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Egyptian Protesters Plan To March Through Cairo


It's MORNING EDITION, from NPR News. I'm Steve Inskeep.


And I'm Linda Wertheimer, in for Renee Montagne. In Egypt, the standoff between the ruling military council and demonstrators has taken over the streets of central Cairo. As we've been reporting, protestors rejected the military council's pledge to hand over power once a newly elected president and parliament are in place this summer. The protestor's demands are reminiscent of those that led to the ouster of Hosni Mubarak in February. They want an immediate end to military rule. NPR's Soraya Sarhaddi Nelson has been following a massive march in Cairo today. She has the latest.

Soraya, first of all, tell us where you are and what you see.

SORAYA SARHADDI NELSON, BYLINE: I'm in Tahrir Square, where protestors who were marching to the streets of Cairo have arrived. The Square is pretty much completely full, all sorts of people. And already, they're carrying signs denouncing the military rulers' decision to appoint a former Mubarak prime minister to be the new head of what they're calling the salvation government. This will be a caretaker government that would run the country until elections are held. They've also renamed the street where all the clashes have occurred this past week Martyr Street. This is a street where dozens of people were killed - protestors were killed in clashes with the security forces, who were in front of the Interior Ministry.

WERTHEIMER: What can you tell us about the man who is supposed to take over the government and what the crowd's reaction to him is?

NELSON: His name is Kamal El-Ganzouri, and he's a former prime minister who was in the Mubarak regime during the 1990s. He did distance himself from the regime. He was one of the few members of his government that resigned. But the problem is for the people in this square and many other Egyptians, he's the remnant of the old regime. They want to be done with anybody who is associated with the generals, with the former president. So they really would like a fresh start.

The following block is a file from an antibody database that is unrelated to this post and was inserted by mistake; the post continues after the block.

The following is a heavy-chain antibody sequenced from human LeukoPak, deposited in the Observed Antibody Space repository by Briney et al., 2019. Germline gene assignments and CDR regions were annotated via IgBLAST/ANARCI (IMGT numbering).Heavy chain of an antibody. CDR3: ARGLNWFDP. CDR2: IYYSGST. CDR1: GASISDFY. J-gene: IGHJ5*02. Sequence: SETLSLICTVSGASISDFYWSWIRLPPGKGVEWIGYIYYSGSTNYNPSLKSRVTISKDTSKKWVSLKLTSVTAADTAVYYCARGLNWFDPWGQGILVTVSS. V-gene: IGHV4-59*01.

Some suggestions that have been put forward today by protesters include forming an interim civilian council that would include some potential presidential candidates that represent different walks of life that would be free of past associations with the Mubarak regime, or at least largely so, and have them take this government, or take this transition period until a parliament and a president can be elected.

WERTHEIMER: What about reports that the demonstrations are spreading beyond Cairo now?

NELSON: This is something that's been happening all week. It's important to note that there is a very large demonstration in a Cairo suburb called Abbasseya, and this is a pro-ruling military council demonstration. This is an impoverished neighborhood, a lot of frustrated, unemployed workers. They are out there in numbers that appear to be similar to what we're seeing in Tahrir Square.

WERTHEIMER: What you're telling me is that there are competing protests now in Cairo?

NELSON: There are competing protests in Cairo. And I think what this demonstrates is the very difficult and divisive period that is going to exist here until elections are completed.

WERTHEIMER: NPR's Soraya Sarhaddi Nelson, reporting from Cairo. Thank you.

NELSON: You're welcome, Linda. Transcript provided by NPR, Copyright NPR.

As NPR's senior national correspondent, Linda Wertheimer travels the country and the globe for NPR News, bringing her unique insights and wealth of experience to bear on the day's top news stories.
Special correspondent Soraya Sarhaddi Nelson is based in Berlin. Her reports can be heard on NPR's award-winning programs, including Morning Edition and All Things Considered, and read at NPR.org. From 2012 until 2018 Nelson was NPR's bureau chief in Berlin. She won the ICFJ 2017 Excellence in International Reporting Award for her work in Central and Eastern Europe, North Africa, the Middle East and Afghanistan.
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